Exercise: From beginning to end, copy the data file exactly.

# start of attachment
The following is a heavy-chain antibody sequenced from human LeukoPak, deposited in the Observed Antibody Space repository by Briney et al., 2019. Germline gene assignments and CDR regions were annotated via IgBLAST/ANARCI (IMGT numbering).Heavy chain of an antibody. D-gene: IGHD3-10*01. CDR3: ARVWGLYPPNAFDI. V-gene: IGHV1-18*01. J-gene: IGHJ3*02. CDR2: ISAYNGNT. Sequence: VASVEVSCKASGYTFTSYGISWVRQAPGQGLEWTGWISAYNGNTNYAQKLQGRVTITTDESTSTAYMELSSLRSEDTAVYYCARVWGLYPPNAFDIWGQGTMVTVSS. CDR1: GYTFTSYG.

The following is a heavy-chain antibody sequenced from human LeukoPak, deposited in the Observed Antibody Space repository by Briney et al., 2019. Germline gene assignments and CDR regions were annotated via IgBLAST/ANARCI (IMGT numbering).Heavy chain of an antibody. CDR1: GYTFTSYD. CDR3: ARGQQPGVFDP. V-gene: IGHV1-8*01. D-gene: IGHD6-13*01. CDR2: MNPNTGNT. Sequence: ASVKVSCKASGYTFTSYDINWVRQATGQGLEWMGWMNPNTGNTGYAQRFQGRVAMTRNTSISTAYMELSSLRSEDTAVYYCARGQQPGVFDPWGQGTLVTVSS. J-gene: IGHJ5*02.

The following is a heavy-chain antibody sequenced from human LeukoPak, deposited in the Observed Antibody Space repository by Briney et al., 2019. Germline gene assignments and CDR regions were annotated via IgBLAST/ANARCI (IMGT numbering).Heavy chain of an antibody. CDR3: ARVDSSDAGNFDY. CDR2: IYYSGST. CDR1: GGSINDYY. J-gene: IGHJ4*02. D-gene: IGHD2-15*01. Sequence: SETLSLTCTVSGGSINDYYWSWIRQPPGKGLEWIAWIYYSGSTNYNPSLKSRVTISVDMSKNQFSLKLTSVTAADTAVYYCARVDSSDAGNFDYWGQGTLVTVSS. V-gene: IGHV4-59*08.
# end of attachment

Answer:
The following is a heavy-chain antibody sequenced from human LeukoPak, deposited in the Observed Antibody Space repository by Briney et al., 2019. Germline gene assignments and CDR regions were annotated via IgBLAST/ANARCI (IMGT numbering).Heavy chain of an antibody. D-gene: IGHD3-10*01. CDR3: ARVWGLYPPNAFDI. V-gene: IGHV1-18*01. J-gene: IGHJ3*02. CDR2: ISAYNGNT. Sequence: VASVEVSCKASGYTFTSYGISWVRQAPGQGLEWTGWISAYNGNTNYAQKLQGRVTITTDESTSTAYMELSSLRSEDTAVYYCARVWGLYPPNAFDIWGQGTMVTVSS. CDR1: GYTFTSYG.

The following is a heavy-chain antibody sequenced from human LeukoPak, deposited in the Observed Antibody Space repository by Briney et al., 2019. Germline gene assignments and CDR regions were annotated via IgBLAST/ANARCI (IMGT numbering).Heavy chain of an antibody. CDR1: GYTFTSYD. CDR3: ARGQQPGVFDP. V-gene: IGHV1-8*01. D-gene: IGHD6-13*01. CDR2: MNPNTGNT. Sequence: ASVKVSCKASGYTFTSYDINWVRQATGQGLEWMGWMNPNTGNTGYAQRFQGRVAMTRNTSISTAYMELSSLRSEDTAVYYCARGQQPGVFDPWGQGTLVTVSS. J-gene: IGHJ5*02.

The following is a heavy-chain antibody sequenced from human LeukoPak, deposited in the Observed Antibody Space repository by Briney et al., 2019. Germline gene assignments and CDR regions were annotated via IgBLAST/ANARCI (IMGT numbering).Heavy chain of an antibody. CDR3: ARVDSSDAGNFDY. CDR2: IYYSGST. CDR1: GGSINDYY. J-gene: IGHJ4*02. D-gene: IGHD2-15*01. Sequence: SETLSLTCTVSGGSINDYYWSWIRQPPGKGLEWIAWIYYSGSTNYNPSLKSRVTISVDMSKNQFSLKLTSVTAADTAVYYCARVDSSDAGNFDYWGQGTLVTVSS. V-gene: IGHV4-59*08.